Don’t get me wrong, I do not believe that we shouldn’t pay attention to the circumstances in which our trainees are held accountable for improving their knowledge and skills, nor do I believe they shouldn’t be asked about their perception of these circumstances. That said, I find it interesting that trainees seem today to be the only ones that are asked for their opinion, and their perception is often taken as the most important, if not sole source of truth when it comes to so important things as program accreditation.

Also, have you ever heard somebody talk about the teaching environment? Have you ever been asked as a teacher how you perceive the circumstances you have to teach in? Has anybody ever attempted to put the two sides of the coin – learning and teaching environment – together into a more holistic view before jumping to conclusions? Who is making efforts to develop solid, evidence based instruments and metrics to gauge the circumstances in which learning and teaching can proceed in the most effective way?

Along the same line, how do we measure teaching quality? It cannot be that we simply rely on immediate trainee feedback which inherently risks reflecting simply a teacher’s popularity. I would respectfully submit that a teacher’s popularity is not necessarily congruent with the quality of his/her teaching. In particular not if the trainee is contemporaneously asked. If we look back, most of us will judge the value of certain learning experiences differently in retrospect than at the time we were in the midst of them. It is also highly unlikely that the number of words a teacher uses in a written feedback on a trainee’s performance multiplied by some fudge factor has anything to do with teaching quality, regardless of whether the resulting score is given with two decimal points suggesting an objectivity and accuracy that can hardly be there.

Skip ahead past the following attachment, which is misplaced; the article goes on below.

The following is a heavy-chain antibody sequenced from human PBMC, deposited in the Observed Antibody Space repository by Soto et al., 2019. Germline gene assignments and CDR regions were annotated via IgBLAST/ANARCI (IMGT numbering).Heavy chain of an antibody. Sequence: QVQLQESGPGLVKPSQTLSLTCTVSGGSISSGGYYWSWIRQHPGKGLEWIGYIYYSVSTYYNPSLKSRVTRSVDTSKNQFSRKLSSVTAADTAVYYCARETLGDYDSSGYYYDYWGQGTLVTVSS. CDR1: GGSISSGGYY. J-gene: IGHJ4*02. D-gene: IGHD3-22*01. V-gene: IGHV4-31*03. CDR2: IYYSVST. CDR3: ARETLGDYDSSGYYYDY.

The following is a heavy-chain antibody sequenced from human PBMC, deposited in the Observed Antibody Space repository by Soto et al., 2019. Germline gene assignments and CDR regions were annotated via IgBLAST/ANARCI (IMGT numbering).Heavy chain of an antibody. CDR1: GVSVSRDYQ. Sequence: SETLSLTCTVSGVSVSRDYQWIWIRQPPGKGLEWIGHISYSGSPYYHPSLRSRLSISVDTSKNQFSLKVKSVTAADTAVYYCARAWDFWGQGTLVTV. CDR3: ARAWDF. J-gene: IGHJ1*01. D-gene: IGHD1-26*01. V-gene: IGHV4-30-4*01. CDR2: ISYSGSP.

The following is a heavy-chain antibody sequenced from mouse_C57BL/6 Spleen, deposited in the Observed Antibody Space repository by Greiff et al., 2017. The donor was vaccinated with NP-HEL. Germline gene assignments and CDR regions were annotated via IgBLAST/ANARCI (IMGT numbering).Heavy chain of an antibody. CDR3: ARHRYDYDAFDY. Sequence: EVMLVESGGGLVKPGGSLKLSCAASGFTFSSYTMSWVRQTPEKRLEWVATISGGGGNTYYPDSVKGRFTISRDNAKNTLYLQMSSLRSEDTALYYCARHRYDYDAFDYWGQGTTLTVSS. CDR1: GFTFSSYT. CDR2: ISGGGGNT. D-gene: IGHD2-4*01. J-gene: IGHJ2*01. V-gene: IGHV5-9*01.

In academic research, peer review processes are well established and used since a long time to judge quality. When I was in high school the school principal used to sit from time to time as an unscheduled observer in our class to assess the teacher’s quality. This was admittedly a long time ago, and I am not sure whether it still happens today. But why are no such (or other) peer-review processes involved in measuring the quality of academic teaching activities?

Even more importantly perhaps, does anybody track whether and to what extent our trainees grow mid and long-term into the academic and/or community roles and positions they were meant to be trained for, and whether doing so they successfully serve the societal needs, i.e. whether our training programs produce down the road the desired end-products?

Granted, this is all more complex than simply asking for contemporaneous feedback by trainees and for their subjective perception of the “learning environment” (whatever that means). But it would likely yield a more meaningful measure of the quality of our teachers and training programs, i.e. would give us a more solid basis for actions aimed to improve the current state, a goal we should always aspire to!